- If there’s one thing to keep in mind about the patient-centered medical home as HealthITAnalytics.com concludes its practice transformation series, it’s that the PCMH is about so much more than checking off boxes on a recognition framework or purchasing the right population health management technologies just to dazzle competitors and peers.
The patient-centered medical home is a deep, broad, and challenging commitment to improving the lives of patients in every way possible – and for PCMH providers, that means the work doesn’t stop once the patient pulls out of the parking lot.
Developing meaningful relationships and dialogues with the wider community, including public health departments, pharmacies, long-term care and home care providers, schools, behavioral healthcare providers, and workplaces, is a crucial factor for PCMH success. “Health primarily happens outside the doctor’s office—playing out in the arenas where we live, learn, work and play. In fact, a minority of our overall health is the result of the health care we receive,” National Coordinator Karen DeSalvo, MD, MPH, MSc reminded the healthcare community last year.
Providers who are dependent on behaviors like medication adherence and chronic disease management for an increasing proportion of their revenue must understand how patients make health decisions in their daily lives and what can make it easier for them to choose the right paths. Through a combination of health IT tools and care coordination techniques that leverage a human touch, patient-centered medical home providers can establish meaningful working relationships with the numerous organizations that impact patient health.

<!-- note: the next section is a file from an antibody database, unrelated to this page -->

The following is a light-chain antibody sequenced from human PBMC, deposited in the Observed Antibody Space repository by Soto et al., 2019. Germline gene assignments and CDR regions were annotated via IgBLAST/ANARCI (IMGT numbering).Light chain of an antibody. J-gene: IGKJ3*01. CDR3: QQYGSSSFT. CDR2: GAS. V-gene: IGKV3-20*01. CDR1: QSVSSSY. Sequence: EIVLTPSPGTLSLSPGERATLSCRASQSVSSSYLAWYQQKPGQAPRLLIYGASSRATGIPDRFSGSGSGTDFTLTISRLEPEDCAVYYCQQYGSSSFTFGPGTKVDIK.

What are the most important aspects of a community-based population health management program, and how can the patient-centered medical home become a coordinating hub for the social dimension of quality healthcare?
Developing a data-driven portrait of the patient population
Taking an analytics-based approach to population health management allows providers to strategically target pockets of chronic diseases, areas of economic insecurity, neighborhoods with physician shortages, and places where immunizations are low or infectious diseases are likely to incubate.
Thanks to the EHR Incentive Programs, nearly three-quarters Stage 2 meaningful use of hospitals are actively contributing public health data to their local agencies, and 48 percent of hospitals that provide urgent care services are reporting syndromic surveillance data to public health organizations. These numbers are set to increase as more organizations meet the reporting requirements of Stage 2, illustrating yet another way that the patient-centered medical home can benefit from these regulatory efforts.
PCMH providers can contribute to these efforts by increasing their reporting capacities, either by collaborating with public health departments or by participating in health information exchanges that provide population health management services and feed additional data into the public health surveillance ecosystem.